— “We make a good team, you and I, after all. But now that we’ve saved the town, and possibly the world, the hardest part remains: cleaning up the shop before Mom gets home, and finding a really good lie to tell her to justify…well, everything. Ah, and I hope you have a Nostalgia potion or two on hand, because you’re going to have to bribe Alibert so that the truth about what happened today never comes out of the attic. We have to be able to establish with certainty that these earthquakes have nothing to do with us and that we know nothing about them. Because otherwise, I don’t think all the powers in the world will stop my mother from killing us.

The end

Notes:

* Spandemager: Spandemager is the name of the first woman burned for witchcraft in Denmark in 1543.
** Købmandshavn: Former name of Copenhagen which means “the port of traders”.

We are all fragments


after an experience gone awry, Seth Brandle turns into a fly. And, as his body loses its integrity, which becomes something else, Seth Brandle constitutes the Seth Brandle Museum. A museum of spare parts, pieces of bodies that have bowed out. A museum entirely dedicated to what he was until then. Seth Brandle deconstructs himself to evolve while celebrating a past that is no longer just a fantasy.

The vestiges of him are still there so “He” is still there in a way, terrified that he is no longer himself. But what exactly is “Him”? Where is the Seth Brandle entity? In this ear? In this eye, his brain, his DNA? At what point in his transformation can we consider that this is it, we are facing something else? Total otherness, without a return ticket?

Is that when his human features disappear? Is it when he gives up his human morals in order to survive or does Brandle just boil down to remembering being himself? Seth Brandle is the experience that continually transforms us. An event, an accident, a meeting, the discovery of a work … Brandle is the illusion of what we think of as identity. We are fragments.


This Hook scene always broke my heart and for a long time I couldn’t quite say exactly why.

The children of Peter and Moïra come back from Never Land and throughout the film there was a strange relationship with memory. By becoming Peter Pan again, remembering what he was. The hero forgets for a moment that he has children, yet he is there to save. And as his son Jack lets himself be consumed by his resentment towards him, he even begins to forget that he has a father. And then this end. Returning to their room, the children, for a moment barely recognize their own mother. Yet it’s an ethereal, happy moment but it makes me sad. There is something oddly scary about this. Why do you think Jack’s voice is shaking despite his smile? This little detail touches me every time.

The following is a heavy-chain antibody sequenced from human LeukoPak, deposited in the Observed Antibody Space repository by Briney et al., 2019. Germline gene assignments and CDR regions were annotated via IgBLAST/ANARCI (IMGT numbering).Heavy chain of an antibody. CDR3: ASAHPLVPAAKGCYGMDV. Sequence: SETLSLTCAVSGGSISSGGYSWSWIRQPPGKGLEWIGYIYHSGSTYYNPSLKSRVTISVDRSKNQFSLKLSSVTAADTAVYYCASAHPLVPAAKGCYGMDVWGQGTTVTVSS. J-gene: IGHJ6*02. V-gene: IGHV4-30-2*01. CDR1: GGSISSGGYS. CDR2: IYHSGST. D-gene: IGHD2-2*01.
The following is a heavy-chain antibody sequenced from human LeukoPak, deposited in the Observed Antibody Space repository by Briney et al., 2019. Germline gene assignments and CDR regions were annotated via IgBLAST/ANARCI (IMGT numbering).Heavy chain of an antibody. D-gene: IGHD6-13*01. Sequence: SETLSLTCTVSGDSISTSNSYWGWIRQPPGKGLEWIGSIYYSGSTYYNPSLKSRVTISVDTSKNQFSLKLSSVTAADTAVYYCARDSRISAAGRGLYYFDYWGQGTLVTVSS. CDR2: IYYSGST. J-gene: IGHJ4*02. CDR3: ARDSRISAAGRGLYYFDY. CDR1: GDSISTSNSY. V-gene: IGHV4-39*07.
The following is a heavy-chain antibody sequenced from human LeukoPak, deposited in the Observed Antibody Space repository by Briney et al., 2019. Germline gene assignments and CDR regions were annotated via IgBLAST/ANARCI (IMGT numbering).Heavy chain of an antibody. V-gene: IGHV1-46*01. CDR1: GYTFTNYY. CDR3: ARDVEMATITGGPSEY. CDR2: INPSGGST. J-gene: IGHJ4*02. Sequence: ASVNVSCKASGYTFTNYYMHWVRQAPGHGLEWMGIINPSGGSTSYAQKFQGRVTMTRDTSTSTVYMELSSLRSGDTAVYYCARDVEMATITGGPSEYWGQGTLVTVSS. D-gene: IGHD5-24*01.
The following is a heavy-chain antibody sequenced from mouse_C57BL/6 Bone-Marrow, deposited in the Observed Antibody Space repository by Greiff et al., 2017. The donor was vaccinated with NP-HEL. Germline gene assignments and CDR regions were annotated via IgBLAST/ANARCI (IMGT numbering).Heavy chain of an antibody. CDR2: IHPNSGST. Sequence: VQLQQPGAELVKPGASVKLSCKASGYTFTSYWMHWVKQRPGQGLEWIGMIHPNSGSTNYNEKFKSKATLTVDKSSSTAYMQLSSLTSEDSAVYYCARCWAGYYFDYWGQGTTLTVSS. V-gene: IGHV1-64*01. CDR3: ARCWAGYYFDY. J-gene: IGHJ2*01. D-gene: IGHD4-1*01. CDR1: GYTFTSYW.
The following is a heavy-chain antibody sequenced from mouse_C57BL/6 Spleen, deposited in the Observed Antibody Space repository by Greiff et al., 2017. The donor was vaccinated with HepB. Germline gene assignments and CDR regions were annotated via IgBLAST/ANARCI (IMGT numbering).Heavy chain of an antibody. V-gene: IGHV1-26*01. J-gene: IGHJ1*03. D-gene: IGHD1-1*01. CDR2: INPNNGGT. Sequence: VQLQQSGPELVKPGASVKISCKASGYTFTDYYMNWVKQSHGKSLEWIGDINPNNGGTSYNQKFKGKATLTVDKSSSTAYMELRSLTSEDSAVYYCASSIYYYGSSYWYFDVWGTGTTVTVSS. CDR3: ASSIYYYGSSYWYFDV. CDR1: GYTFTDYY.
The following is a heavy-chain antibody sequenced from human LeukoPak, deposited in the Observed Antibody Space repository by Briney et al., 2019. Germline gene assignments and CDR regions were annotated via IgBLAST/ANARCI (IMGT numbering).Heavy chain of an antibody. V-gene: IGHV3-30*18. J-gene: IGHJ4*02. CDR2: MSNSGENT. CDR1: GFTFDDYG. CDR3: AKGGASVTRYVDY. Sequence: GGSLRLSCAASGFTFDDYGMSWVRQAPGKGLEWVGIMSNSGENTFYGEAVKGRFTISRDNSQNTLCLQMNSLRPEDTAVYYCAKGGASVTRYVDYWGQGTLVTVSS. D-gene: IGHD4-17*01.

The film does not only capture this fear of losing loved ones, it captures this floating and cottony moment between sleep and waking up when for a moment, we are no longer ourselves. Where the memories that make us “Us” fade away. This moment when identity is more fragile than you thought.

Sincerely with the little girl who talks about her mother as an angel, this almost divine light, where even this sequence just after, euphoric to the point of absurdity where this woman enjoys seeing an old man flying instead of s ‘surprise or even be afraid.
Spielberg is well aware of this ambiguity.

Yes we are surely in a tale but also possibly elsewhere. An elsewhere much less easy to accept. For such a colorful film, there is still some sacred darkness lurking on the edge.

It’s so easy to forget

Memory loss

In a story, memory loss is perhaps one of the most worn-out story arcs but, strangely, also one of what affects us the most because it causes so much discomfort. particular. We can come out of it grown up, but we know it’s going to be a long time to pass.

Memory loss can symbolize a whole lot of things. The passage of time, just like becoming the ideal hiding place for a secret, but above all we touch on what seems to us a little too often to “who”, identity.


When you touch memory, you touch a fear that is very strange. This fear of thinking that if a memory is no longer shared with someone, what makes it real?
What made all “that” real?

Look at his movie posters, all of which represent “the spirit”. There is one idea that brings them all together. A very simple visual idea. The idea of Multiplicity.

Multiplicity

Multiplicity of memories, multiplicity of facets of the personality, blurred border of the psyche, unfathomable potential that overflows well beyond ourselves.
Visually, one way or another, this is what comes obvious to so many artists who represent the spirit.

There are many of us. The thing, however, is that the vast majority of works tend to show us this multiplicity as an evil, a disorder that leads the characters to either their demise or destruction. Pure tradition of Lovecraft with its protagonists who discover a cursed ancestry that lies dormant in them. Fiction illustrates again and again this fear that we have of losing our “me”, fear of seeing our identity dissolve and therefore all these sometimes simplistic concrete barriers to protect it.